eDiscovery Daily Blog

Judge Grimm Shows that Discovery Doesn’t Have to Be…Grim – eDiscovery Best Practices

On the day this blog debuted, we covered one of the most well-known cases related to discovery abuses (Victor Stanley, Inc. v. Creative Pipe, Inc.), where Maryland District Judge Paul W. Grimm included in his order a provision that the defendant actually be “imprisoned for a period not to exceed two years” if he didn’t pay the plaintiff the attorney’s fees and costs to be awarded.  Now, Judge Grimm provides a new Discovery Order that sets requirements for attorneys in his court to conduct discovery in a proportional manner.

In Ralph Losey’s e-Discovery Team® blog, he provides a two part discussion of Judge Grimm’s new discovery order (Judge Grimm’s New Discovery Order Is Now An e-Discovery Best Practice, Part One and Part Two).  The posts are well worth reading for several reasons, including to see how many ways the Electronic Discovery Best Practices (EDBP.com) model can be displayed (here’s our coverage of it when it was introduced last year).  As Ralph notes:

“First, it is important to note that Judge Grimm’s Discovery Order is an actual Order that he enters at the beginning of many cases. It is not a recommendation, guideline, or suggested protocol. The Maryland District Court’s Suggested Protocol for Discovery of Electronically Stored Information is a separate document that remains in effect. If you do not follow a Suggested Protocol, you may get a grim scowl and a tsk-tsk. If you do not follow an Order, you may go to jail. Just ask Victor Stanley.”

It was technically Mark Pappas of Creative Pipe who was threatened with imprisonment, but let’s not quibble… 😉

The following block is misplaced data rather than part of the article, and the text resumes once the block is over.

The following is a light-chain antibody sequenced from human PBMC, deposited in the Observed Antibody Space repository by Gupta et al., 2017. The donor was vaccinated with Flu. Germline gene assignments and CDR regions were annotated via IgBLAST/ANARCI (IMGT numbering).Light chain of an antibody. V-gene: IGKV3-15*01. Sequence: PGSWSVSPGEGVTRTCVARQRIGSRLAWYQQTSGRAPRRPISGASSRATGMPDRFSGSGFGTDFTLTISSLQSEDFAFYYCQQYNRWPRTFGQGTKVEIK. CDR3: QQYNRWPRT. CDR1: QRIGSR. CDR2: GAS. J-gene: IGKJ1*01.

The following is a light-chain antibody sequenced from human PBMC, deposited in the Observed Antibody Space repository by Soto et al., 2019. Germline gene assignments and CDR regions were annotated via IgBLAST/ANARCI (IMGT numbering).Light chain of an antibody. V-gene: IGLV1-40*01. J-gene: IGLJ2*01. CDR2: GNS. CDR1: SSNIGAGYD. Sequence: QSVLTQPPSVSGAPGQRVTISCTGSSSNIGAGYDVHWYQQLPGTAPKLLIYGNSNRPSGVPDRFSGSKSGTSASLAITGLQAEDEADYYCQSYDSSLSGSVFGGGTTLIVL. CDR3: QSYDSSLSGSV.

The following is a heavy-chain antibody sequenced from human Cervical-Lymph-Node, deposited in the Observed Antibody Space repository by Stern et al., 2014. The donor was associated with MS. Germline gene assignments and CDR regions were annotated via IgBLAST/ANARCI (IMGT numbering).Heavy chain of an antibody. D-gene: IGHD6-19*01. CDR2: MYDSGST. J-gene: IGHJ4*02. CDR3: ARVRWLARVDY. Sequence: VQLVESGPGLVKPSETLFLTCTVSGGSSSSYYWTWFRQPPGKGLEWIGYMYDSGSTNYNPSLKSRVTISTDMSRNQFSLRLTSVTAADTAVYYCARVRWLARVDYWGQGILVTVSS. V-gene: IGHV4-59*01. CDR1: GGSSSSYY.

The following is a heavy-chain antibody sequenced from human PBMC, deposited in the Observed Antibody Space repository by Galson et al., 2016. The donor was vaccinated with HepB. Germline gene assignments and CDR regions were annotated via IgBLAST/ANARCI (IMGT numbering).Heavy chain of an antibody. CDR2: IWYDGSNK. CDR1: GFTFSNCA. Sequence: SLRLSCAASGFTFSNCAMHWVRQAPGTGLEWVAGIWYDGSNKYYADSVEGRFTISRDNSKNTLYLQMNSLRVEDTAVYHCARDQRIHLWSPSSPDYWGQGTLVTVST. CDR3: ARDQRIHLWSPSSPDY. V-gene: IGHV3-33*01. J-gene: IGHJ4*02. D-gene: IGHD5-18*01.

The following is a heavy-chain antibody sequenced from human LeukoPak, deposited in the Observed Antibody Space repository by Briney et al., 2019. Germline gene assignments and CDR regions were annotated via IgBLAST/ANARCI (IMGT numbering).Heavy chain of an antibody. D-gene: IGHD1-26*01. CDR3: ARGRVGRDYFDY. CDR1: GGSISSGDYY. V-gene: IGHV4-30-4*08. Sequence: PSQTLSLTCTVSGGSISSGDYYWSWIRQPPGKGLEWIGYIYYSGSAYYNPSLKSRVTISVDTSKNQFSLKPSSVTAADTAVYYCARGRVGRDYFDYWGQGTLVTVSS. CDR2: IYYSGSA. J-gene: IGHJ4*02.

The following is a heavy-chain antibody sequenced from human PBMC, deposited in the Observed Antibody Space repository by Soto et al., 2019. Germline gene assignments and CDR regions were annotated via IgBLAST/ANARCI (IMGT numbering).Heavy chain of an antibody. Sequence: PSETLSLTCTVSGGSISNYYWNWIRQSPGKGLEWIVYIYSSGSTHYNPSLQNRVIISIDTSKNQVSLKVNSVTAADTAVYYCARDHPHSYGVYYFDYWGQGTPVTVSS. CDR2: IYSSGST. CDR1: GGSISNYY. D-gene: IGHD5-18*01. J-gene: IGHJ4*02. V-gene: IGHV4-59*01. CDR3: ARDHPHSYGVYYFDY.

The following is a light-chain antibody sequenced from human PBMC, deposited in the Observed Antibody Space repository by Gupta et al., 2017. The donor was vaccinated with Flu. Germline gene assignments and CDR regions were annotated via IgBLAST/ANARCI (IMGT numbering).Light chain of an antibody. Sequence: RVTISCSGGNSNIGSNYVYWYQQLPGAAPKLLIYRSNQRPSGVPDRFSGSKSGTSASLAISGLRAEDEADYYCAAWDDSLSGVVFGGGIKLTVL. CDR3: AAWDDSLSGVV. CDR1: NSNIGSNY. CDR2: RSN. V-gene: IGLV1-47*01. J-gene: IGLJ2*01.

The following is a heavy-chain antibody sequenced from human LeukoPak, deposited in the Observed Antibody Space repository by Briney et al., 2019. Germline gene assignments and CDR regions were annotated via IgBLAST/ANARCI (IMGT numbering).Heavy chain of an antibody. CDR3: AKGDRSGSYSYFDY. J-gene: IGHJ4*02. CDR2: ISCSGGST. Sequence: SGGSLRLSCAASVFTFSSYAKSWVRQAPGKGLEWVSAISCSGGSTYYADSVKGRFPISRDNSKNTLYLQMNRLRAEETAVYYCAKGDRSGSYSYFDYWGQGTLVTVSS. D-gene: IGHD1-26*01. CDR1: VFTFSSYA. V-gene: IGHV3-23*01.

Anyway, as Ralph notes, the essence of the order is proportionality, with several phase one limits for proportionality (absent order of the Court upon a showing of good cause or stipulation by the parties), including:

  • RFPs are limited to 15 in number;
  • No more than 10 custodians can be searched;
  • ESI more than 5 years old is excluded;
  • Discovery is limited to reasonably accessible sources;
  • No more than 160 hours shall be expended for search and review services, including identifying potentially responsive ESI, collecting and searching that ESI (by any search method including properly validated keywords, Boolean searches and computer-assisted review), and reviewing that ESI for responsiveness, confidentiality, and for privilege or work product protection.

Both the producing and receiving parties have responsibilities, as follows:

“The producing party must be able to demonstrate that the search was effectively designed and efficiently conducted…[and] must maintain detailed time records to demonstrate what was done and the time spent doing it, for review by an adversary and the Court, if requested… Parties requesting ESI discovery and parties responding to such requests are expected to cooperate in the development of search methodology and criteria to achieve proportionality in ESI discovery, including appropriate use of computer-assisted search methodology.”

That isn’t just a set of guidelines, that’s an order!

A copy of Judge Grimm’s new Discovery Order can be found on a link in each of Ralph’s two posts above as well as on Ralph’s site here.

So, what do you think?  What do you think of the order?  Should orders like this be common in other courts?   Please share any comments you might have or if you’d like to know more about a particular topic.

Disclaimer: The views represented herein are exclusively the views of the author, and do not necessarily represent the views held by CloudNine Discovery. eDiscoveryDaily is made available by CloudNine Discovery solely for educational purposes to provide general information about general eDiscovery principles and not to provide specific legal advice applicable to any particular circumstance. eDiscoveryDaily should not be used as a substitute for competent legal advice from a lawyer you have retained and who has agreed to represent you.